There have been many changes in Guerneville since then. I remember that there was a small Bowling alley in Gori’s Tavern where today’s West America bank stands. We had a couple of skating rinks that are gone now and the “River Queen” used to cruise people from Johnson’s beach to the old Russian River Inn and back. If you were so inclined you could rent a horse in Guernewood park. The Shad and Steelhead fishing on the Russian River was legendary in those days but has declined since.

54 years have passed since I left Guerneville to pursue my life’s goals, sometimes struggle with relationships and the death of loved ones.

I never really left the river at heart and visited my mother many times while she lived there until 2008 when I had to place her in a Convalescent home in Santa Rosa.

On August 19 I returned again to play golf at my favorite and most beautiful golf course ”Northwood” with the River Rat Reunion contingency the day before our reunion.

The River Rats have had other reunions over the years but the last one I attended was 20 years earlier.

On this occasion most of us in our “Golden” aka “Rusted” years gathered at Cliff Eckert’s resort to once again celebrate old friendships and acquaintances, talk about old times or catch up on people who most of us have lost contact with.
Upon arrival I decided to document the event with my camera and spent most of the time doing so,but paused often to enjoy interactions with old friends and acquaintances and sitting down to eat with old friends Herb and Kathy Genelly.

The setting was perfect with towering Douglas Fir and Redwoods bordering and shading our celebration.

The smell of barbecued Chicken wafted in the air as we sipped “two buck Chuck” wine and listened to oldies music played by our MC Herb Genelly III.

Seeing people for the first time in over 50 years can be a reality check for some of us who refuse to admit we are old Codger’s.
From left to right: Ms.Markaroff,Barbara McGee,Terry Schulz,Lauretta Higgins (Ratcliff)Miss Sonoma County 1955,Dolores Markarian(Gori),Barbara Hoffmann(King),Dianna Phillips(Culazzo)

Herb Genelly a friend for over 65 years still runs the Guerneville "Antiques aka "flea" Market.
Barbara Mcgee was our Life Saving Instructor when we were Boy Scouts and she most likey precipitated my "wet" dreams era. (Pardon the pun)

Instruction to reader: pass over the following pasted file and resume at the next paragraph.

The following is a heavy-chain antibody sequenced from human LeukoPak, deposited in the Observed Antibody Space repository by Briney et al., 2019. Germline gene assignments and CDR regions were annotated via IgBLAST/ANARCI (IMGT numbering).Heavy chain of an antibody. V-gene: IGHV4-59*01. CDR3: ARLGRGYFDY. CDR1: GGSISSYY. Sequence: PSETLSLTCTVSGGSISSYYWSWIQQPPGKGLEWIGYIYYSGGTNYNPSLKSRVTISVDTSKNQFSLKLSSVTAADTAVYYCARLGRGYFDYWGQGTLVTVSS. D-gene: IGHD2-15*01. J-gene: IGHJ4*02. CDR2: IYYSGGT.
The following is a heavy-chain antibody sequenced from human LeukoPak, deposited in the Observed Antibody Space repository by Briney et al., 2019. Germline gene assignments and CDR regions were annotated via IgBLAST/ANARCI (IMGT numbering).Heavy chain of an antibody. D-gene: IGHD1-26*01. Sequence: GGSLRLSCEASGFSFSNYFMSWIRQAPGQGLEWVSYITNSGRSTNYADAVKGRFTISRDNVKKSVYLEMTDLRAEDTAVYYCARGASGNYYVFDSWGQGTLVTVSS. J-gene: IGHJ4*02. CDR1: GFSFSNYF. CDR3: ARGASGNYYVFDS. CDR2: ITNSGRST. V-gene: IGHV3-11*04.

Yes there have been changes in our faces and bodies but we are the same people who in most cases have evolved intellectually and spiritually as a result of life’s experiences.
I noticed some people with vision deterioration bending close to read name tags because physical changes and memory loss can be prevalent with those of us who have lived this long.

My cousin Ray Lark was there in his 1933 Ford Roadster which he built.
Ray has driven his roadster across country as far as Pennsylvania and florida for over 130 thousand miles often in pouring down rain with no top. No he's not crazy and say's "the rain just blows over my head unless I stop".

It’s been a good life and the memories and friendships will always be cherished.
To veiw all of the River Rat photos gohref="">

Tuesday, May 17, 2011

Chasing Birds

In November of 2010 Gary Lester and his wife Lauren discovered a very rare
bird while out walking Clam Beach in Humboldt County, California
Gary is a local highly regarded birder and professional biologist was scanning the large ponds that are east of Clam Beach and south of the highway 101 Vista Point overlook. 
He noticed a bird that was definitely not an endemic species and later reported it to the Humboldt County Birder alert as a Brown Shrike.

In the ensuing days word got out to the bird community as fast as lightning and the Shrike rush was on.

Birders from all over the country began to show up to get a glimpse of this very rare bird.

Even local birders became addicted to it as they returned sometimes daily or weekly just to see it again or photograph it.

People who chase birds must be reasonably successful in life because it requires time and money to travel great distances to add a new bird to one's life list.

According to an article in USA Today American birders spend over 32 billion annually on their hobby and 18 million to travel inorder to see birds.

A 2001 study by USFW found that the average age of birders is 49 with above average income and education level.

I met several birders while looking for the Shrike who had traveled from as far away as Boston, MA, Washington State, Arizona and Oregon.

Most were equipped with the best and most expensive binoculars and /or spotting scopes
on the market and clothed in Gortex raingear and waterproof footwear.

Most were friendly but serious and dedicated to their passion of chasing birds.
Birders are collectors in a sense because each new bird is another notch on their lifetime list. 

Many bird chasers are also competitive as well and each new bird gives them bragging rights to their peers.

I have observed birders when they see a new bird for the first time display a keen sense of accomplishment
often with "High Fives", handshakes, and even Tiger Woods like fist pumps.
Others may calmly display a sigh of relief for all their efforts and move on to the next challenge.